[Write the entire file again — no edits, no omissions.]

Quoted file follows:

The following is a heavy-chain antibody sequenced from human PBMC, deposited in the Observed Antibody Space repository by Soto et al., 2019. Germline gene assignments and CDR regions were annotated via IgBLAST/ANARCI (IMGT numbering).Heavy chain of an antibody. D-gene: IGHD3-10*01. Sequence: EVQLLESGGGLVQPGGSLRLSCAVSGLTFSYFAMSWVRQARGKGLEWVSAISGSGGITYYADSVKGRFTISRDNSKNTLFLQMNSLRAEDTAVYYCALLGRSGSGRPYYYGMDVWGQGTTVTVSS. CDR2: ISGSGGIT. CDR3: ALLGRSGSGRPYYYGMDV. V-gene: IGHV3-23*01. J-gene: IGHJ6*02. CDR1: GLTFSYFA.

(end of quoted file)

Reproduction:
The following is a heavy-chain antibody sequenced from human PBMC, deposited in the Observed Antibody Space repository by Soto et al., 2019. Germline gene assignments and CDR regions were annotated via IgBLAST/ANARCI (IMGT numbering).Heavy chain of an antibody. D-gene: IGHD3-10*01. Sequence: EVQLLESGGGLVQPGGSLRLSCAVSGLTFSYFAMSWVRQARGKGLEWVSAISGSGGITYYADSVKGRFTISRDNSKNTLFLQMNSLRAEDTAVYYCALLGRSGSGRPYYYGMDVWGQGTTVTVSS. CDR2: ISGSGGIT. CDR3: ALLGRSGSGRPYYYGMDV. V-gene: IGHV3-23*01. J-gene: IGHJ6*02. CDR1: GLTFSYFA.